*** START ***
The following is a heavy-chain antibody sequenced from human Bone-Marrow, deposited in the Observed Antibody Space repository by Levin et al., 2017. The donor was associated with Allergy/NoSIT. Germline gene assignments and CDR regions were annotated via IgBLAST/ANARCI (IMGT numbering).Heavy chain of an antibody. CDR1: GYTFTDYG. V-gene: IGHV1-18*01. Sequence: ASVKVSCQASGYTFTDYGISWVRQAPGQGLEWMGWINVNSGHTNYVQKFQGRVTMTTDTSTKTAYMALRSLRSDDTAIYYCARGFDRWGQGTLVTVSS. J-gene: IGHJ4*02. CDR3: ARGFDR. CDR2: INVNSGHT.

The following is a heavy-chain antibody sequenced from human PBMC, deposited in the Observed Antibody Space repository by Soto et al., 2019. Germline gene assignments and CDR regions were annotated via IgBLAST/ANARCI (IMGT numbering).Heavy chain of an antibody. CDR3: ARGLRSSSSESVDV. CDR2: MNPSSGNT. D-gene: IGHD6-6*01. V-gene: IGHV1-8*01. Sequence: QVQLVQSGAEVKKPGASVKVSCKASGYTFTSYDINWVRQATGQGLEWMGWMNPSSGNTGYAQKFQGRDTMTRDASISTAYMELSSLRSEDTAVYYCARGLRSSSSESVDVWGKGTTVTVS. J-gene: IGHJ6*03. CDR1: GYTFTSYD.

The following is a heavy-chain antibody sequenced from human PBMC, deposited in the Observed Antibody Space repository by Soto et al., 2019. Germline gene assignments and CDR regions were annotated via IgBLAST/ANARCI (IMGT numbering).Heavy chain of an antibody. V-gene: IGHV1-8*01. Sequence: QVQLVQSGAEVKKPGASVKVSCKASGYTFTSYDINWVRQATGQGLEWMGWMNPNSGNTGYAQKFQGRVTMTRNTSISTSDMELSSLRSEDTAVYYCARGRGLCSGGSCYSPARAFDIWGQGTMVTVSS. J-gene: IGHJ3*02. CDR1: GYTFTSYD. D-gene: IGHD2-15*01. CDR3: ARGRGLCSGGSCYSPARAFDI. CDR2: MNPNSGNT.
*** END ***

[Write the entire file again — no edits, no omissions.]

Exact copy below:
The following is a heavy-chain antibody sequenced from human Bone-Marrow, deposited in the Observed Antibody Space repository by Levin et al., 2017. The donor was associated with Allergy/NoSIT. Germline gene assignments and CDR regions were annotated via IgBLAST/ANARCI (IMGT numbering).Heavy chain of an antibody. CDR1: GYTFTDYG. V-gene: IGHV1-18*01. Sequence: ASVKVSCQASGYTFTDYGISWVRQAPGQGLEWMGWINVNSGHTNYVQKFQGRVTMTTDTSTKTAYMALRSLRSDDTAIYYCARGFDRWGQGTLVTVSS. J-gene: IGHJ4*02. CDR3: ARGFDR. CDR2: INVNSGHT.

The following is a heavy-chain antibody sequenced from human PBMC, deposited in the Observed Antibody Space repository by Soto et al., 2019. Germline gene assignments and CDR regions were annotated via IgBLAST/ANARCI (IMGT numbering).Heavy chain of an antibody. CDR3: ARGLRSSSSESVDV. CDR2: MNPSSGNT. D-gene: IGHD6-6*01. V-gene: IGHV1-8*01. Sequence: QVQLVQSGAEVKKPGASVKVSCKASGYTFTSYDINWVRQATGQGLEWMGWMNPSSGNTGYAQKFQGRDTMTRDASISTAYMELSSLRSEDTAVYYCARGLRSSSSESVDVWGKGTTVTVS. J-gene: IGHJ6*03. CDR1: GYTFTSYD.

The following is a heavy-chain antibody sequenced from human PBMC, deposited in the Observed Antibody Space repository by Soto et al., 2019. Germline gene assignments and CDR regions were annotated via IgBLAST/ANARCI (IMGT numbering).Heavy chain of an antibody. V-gene: IGHV1-8*01. Sequence: QVQLVQSGAEVKKPGASVKVSCKASGYTFTSYDINWVRQATGQGLEWMGWMNPNSGNTGYAQKFQGRVTMTRNTSISTSDMELSSLRSEDTAVYYCARGRGLCSGGSCYSPARAFDIWGQGTMVTVSS. J-gene: IGHJ3*02. CDR1: GYTFTSYD. D-gene: IGHD2-15*01. CDR3: ARGRGLCSGGSCYSPARAFDI. CDR2: MNPNSGNT.